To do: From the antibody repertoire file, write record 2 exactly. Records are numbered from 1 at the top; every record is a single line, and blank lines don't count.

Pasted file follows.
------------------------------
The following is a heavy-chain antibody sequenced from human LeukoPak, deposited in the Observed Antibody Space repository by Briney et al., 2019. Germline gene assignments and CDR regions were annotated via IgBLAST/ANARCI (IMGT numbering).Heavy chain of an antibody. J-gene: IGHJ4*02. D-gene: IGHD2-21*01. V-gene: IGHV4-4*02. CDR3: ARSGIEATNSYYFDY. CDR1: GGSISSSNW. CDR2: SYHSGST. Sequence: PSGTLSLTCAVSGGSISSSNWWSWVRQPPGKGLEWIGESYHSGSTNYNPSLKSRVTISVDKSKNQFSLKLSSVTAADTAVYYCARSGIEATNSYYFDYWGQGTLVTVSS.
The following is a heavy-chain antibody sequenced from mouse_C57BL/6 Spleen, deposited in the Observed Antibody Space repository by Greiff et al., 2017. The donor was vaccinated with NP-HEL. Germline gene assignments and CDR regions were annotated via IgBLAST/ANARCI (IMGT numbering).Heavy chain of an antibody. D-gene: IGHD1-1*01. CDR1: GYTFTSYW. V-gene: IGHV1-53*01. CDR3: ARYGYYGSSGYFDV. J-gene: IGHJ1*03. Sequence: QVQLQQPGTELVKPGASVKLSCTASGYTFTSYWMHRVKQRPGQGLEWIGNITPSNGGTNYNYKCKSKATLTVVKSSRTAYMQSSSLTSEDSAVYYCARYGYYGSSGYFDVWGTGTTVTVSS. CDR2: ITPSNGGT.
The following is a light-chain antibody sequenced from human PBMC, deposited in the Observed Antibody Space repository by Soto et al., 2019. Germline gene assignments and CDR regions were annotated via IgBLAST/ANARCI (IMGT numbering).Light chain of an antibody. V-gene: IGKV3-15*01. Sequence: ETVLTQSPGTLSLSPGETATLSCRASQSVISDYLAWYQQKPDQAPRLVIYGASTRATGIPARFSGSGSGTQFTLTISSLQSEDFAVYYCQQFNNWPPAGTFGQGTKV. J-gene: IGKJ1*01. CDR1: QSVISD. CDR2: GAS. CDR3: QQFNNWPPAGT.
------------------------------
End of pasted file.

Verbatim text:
The following is a heavy-chain antibody sequenced from mouse_C57BL/6 Spleen, deposited in the Observed Antibody Space repository by Greiff et al., 2017. The donor was vaccinated with NP-HEL. Germline gene assignments and CDR regions were annotated via IgBLAST/ANARCI (IMGT numbering).Heavy chain of an antibody. D-gene: IGHD1-1*01. CDR1: GYTFTSYW. V-gene: IGHV1-53*01. CDR3: ARYGYYGSSGYFDV. J-gene: IGHJ1*03. Sequence: QVQLQQPGTELVKPGASVKLSCTASGYTFTSYWMHRVKQRPGQGLEWIGNITPSNGGTNYNYKCKSKATLTVVKSSRTAYMQSSSLTSEDSAVYYCARYGYYGSSGYFDVWGTGTTVTVSS. CDR2: ITPSNGGT.